“Local” and “seasonal” have earned spots as buzzwords when it comes to the hottest eating trends. These are both concepts that are rooted in ancient wisdom and can keep you healthy!
Eating seasonally simply means that when the seasons change, your food choices change as well, depending on what’s growing. When you eat locally, you are automatically eating seasonally as well since you won’t be eating foods that grow in the winter during the hot summer months or vice versa. Here are some great reasons to start eating local.
Give your health a boost
Eating locally grown, seasonal food helps our internal body align with the external environment and what’s going on around us. The food we eat can help our system prepare for the external elements. According to traditional Chinese medicine, during the hot summer months, green salads, juicy, watery fruits and even fresh-caught fish help cool the body, which is important for dealing with hot summer days. These same foods eaten during the winter months can create a damp condition from too many cooling foods and may even contribute to gas, bloating and excessive feelings of cold. Eating too many foods that don’t grow in the climate we live in can send mixed messages to the body and may potentially set you up for illness.
Enjoy food at its best
Fresh produce, when picked in season, is much more pleasing to the palate than foods that are picked green and shipped several states away. Out-of-season produce can spend several days in transit crates and may arrive bruised, squishy and lacking the vibrant flavors of their freshly picked counterparts. More and more supermarkets are catching onto the local food movement and have started to label which foods are local, and which ones have made the long journey to their shelves. Your local farmers market is the easiest way to make sure you’re buying fresh, local and seasonal.
The fresher, the better
According to the National Resource Defense Council, in developed nations, food trade is increasing more rapidly than increases in both population and food production. This means food is traveling farther to reach consumers, which should be no surprise considering that the average American dinner plate has food from five different countries on it. Eating locally also helps boost our local economy by keeping our dollars in our own state. Imports compete directly with our local produce.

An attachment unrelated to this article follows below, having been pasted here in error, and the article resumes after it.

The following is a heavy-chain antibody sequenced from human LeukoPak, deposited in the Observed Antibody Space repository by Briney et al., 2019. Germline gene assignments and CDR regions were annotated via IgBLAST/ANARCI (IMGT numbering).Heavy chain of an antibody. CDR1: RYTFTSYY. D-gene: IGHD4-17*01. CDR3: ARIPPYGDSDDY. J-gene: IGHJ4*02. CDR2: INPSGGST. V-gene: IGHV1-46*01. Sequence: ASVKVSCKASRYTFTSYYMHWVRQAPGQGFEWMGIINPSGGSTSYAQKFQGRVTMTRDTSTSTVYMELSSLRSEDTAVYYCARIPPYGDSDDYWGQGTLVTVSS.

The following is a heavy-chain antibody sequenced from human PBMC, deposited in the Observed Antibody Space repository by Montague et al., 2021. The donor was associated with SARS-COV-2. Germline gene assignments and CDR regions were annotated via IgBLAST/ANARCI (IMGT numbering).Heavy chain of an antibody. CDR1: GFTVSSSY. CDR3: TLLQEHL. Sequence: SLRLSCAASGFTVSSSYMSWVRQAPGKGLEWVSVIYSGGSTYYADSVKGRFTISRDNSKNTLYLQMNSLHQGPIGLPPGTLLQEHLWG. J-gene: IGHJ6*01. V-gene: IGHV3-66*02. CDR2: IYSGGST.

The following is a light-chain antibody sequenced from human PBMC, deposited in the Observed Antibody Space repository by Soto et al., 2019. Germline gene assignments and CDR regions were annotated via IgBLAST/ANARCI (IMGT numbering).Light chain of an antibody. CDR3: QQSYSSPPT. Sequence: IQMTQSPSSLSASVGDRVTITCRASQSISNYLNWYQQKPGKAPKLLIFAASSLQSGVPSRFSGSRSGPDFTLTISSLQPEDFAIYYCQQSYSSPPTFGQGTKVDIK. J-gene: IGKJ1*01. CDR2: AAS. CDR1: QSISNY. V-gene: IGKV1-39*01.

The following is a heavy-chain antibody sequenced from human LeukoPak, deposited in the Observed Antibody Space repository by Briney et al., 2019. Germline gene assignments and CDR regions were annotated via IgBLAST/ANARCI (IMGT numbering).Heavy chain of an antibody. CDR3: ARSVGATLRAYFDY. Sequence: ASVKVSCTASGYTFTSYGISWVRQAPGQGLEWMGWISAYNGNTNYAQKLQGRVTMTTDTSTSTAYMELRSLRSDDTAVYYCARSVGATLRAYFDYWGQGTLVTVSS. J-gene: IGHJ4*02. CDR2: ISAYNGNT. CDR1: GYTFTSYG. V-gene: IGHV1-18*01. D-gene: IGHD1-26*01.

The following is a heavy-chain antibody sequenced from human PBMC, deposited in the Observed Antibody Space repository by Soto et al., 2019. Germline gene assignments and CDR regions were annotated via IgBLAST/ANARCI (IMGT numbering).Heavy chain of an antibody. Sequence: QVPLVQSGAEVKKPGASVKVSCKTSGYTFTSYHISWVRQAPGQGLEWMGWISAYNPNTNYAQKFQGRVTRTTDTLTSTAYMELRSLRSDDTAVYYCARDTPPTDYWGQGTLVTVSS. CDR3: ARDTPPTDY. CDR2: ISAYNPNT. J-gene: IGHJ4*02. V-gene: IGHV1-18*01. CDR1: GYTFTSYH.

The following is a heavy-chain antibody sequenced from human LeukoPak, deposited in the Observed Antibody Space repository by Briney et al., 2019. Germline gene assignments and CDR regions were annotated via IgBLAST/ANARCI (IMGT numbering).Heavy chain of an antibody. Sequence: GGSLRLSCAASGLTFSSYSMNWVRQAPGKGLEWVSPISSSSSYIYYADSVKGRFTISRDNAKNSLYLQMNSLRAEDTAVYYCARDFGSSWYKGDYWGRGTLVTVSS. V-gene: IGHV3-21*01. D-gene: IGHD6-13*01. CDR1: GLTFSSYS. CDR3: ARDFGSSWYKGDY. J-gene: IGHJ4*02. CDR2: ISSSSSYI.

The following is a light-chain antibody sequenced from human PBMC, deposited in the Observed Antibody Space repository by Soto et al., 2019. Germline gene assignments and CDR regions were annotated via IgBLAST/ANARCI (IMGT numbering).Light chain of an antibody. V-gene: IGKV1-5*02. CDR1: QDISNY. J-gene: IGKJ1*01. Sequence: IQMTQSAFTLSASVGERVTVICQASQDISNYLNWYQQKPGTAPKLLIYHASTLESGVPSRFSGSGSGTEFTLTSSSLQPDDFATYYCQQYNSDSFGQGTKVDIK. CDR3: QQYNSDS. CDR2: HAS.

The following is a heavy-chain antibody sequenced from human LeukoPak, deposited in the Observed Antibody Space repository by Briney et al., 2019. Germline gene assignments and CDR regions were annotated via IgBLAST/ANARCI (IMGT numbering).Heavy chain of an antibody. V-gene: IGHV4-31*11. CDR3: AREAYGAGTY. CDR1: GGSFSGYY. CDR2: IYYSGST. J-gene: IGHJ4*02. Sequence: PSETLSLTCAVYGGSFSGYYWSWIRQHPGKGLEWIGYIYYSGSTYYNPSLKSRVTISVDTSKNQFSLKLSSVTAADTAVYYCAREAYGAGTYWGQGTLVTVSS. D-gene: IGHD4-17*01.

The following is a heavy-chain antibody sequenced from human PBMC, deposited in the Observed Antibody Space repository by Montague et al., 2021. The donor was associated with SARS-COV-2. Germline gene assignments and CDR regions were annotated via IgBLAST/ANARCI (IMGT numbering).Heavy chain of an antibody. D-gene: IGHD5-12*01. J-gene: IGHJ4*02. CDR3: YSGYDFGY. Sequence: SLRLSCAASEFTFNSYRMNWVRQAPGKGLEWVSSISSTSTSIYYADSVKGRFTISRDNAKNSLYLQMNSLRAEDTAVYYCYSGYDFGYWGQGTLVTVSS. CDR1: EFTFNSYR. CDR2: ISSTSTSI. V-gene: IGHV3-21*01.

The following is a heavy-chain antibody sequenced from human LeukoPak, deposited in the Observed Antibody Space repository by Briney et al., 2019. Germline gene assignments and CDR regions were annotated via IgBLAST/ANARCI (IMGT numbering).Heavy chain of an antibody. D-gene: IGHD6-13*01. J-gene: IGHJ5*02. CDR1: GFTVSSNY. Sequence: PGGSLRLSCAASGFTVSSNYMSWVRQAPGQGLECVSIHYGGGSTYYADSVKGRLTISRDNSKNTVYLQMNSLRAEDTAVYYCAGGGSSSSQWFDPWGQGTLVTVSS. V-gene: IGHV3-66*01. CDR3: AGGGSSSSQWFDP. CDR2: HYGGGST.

In the hot summer months, stick with light, cooling foods that will help you bear the brunt of the heat. Summer produce includes berries, plums, peaches, watermelon, corn, broccoli, summer squash and green salads. In the fall, fresh foods include carrots, sweet potatoes onions, garlic and apples. In the cold winter months, focus on warming foods — specifically root vegetables and animal proteins. Then, in the spring, turn back to leafy green vegetables including chard, spinach, romaine lettuce, parsley and basil.
It may sound difficult and take some getting used to buying local produce and eating with the seasons, but it’s well worth it. Since different produce grows in different parts of the country, it may mean cutting down your consumption of bananas if you live in the Northeast or eating fewer apples if you live in Florida. Shopping your local farmers market or joining a community supported agriculture group (CSA) can simplify the confusion and lessen the learning curve of what is native to where you live.